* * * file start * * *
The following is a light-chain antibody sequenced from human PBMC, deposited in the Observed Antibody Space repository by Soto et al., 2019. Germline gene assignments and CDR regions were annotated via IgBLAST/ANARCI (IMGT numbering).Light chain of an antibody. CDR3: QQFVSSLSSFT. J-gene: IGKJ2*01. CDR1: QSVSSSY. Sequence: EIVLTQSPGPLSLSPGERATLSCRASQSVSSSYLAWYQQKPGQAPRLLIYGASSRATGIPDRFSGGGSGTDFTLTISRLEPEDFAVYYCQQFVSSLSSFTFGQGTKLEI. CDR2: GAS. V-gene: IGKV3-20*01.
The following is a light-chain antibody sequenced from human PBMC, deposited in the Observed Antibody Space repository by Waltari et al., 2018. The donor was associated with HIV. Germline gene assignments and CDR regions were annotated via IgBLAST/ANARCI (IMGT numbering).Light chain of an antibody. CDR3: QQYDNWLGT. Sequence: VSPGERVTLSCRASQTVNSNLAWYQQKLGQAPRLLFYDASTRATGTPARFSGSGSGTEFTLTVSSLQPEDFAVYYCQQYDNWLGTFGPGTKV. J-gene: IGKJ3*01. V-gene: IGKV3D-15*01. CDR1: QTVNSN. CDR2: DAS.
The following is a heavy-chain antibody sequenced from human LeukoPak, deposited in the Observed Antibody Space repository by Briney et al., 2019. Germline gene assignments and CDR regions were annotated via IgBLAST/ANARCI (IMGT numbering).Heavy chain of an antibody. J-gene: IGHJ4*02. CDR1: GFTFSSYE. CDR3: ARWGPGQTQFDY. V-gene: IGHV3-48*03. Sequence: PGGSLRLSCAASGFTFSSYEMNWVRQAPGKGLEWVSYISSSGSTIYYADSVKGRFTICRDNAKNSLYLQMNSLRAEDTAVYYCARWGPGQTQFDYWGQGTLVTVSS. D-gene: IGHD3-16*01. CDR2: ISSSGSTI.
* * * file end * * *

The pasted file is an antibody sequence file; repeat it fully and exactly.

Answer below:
The following is a light-chain antibody sequenced from human PBMC, deposited in the Observed Antibody Space repository by Soto et al., 2019. Germline gene assignments and CDR regions were annotated via IgBLAST/ANARCI (IMGT numbering).Light chain of an antibody. CDR3: QQFVSSLSSFT. J-gene: IGKJ2*01. CDR1: QSVSSSY. Sequence: EIVLTQSPGPLSLSPGERATLSCRASQSVSSSYLAWYQQKPGQAPRLLIYGASSRATGIPDRFSGGGSGTDFTLTISRLEPEDFAVYYCQQFVSSLSSFTFGQGTKLEI. CDR2: GAS. V-gene: IGKV3-20*01.
The following is a light-chain antibody sequenced from human PBMC, deposited in the Observed Antibody Space repository by Waltari et al., 2018. The donor was associated with HIV. Germline gene assignments and CDR regions were annotated via IgBLAST/ANARCI (IMGT numbering).Light chain of an antibody. CDR3: QQYDNWLGT. Sequence: VSPGERVTLSCRASQTVNSNLAWYQQKLGQAPRLLFYDASTRATGTPARFSGSGSGTEFTLTVSSLQPEDFAVYYCQQYDNWLGTFGPGTKV. J-gene: IGKJ3*01. V-gene: IGKV3D-15*01. CDR1: QTVNSN. CDR2: DAS.
The following is a heavy-chain antibody sequenced from human LeukoPak, deposited in the Observed Antibody Space repository by Briney et al., 2019. Germline gene assignments and CDR regions were annotated via IgBLAST/ANARCI (IMGT numbering).Heavy chain of an antibody. J-gene: IGHJ4*02. CDR1: GFTFSSYE. CDR3: ARWGPGQTQFDY. V-gene: IGHV3-48*03. Sequence: PGGSLRLSCAASGFTFSSYEMNWVRQAPGKGLEWVSYISSSGSTIYYADSVKGRFTICRDNAKNSLYLQMNSLRAEDTAVYYCARWGPGQTQFDYWGQGTLVTVSS. D-gene: IGHD3-16*01. CDR2: ISSSGSTI.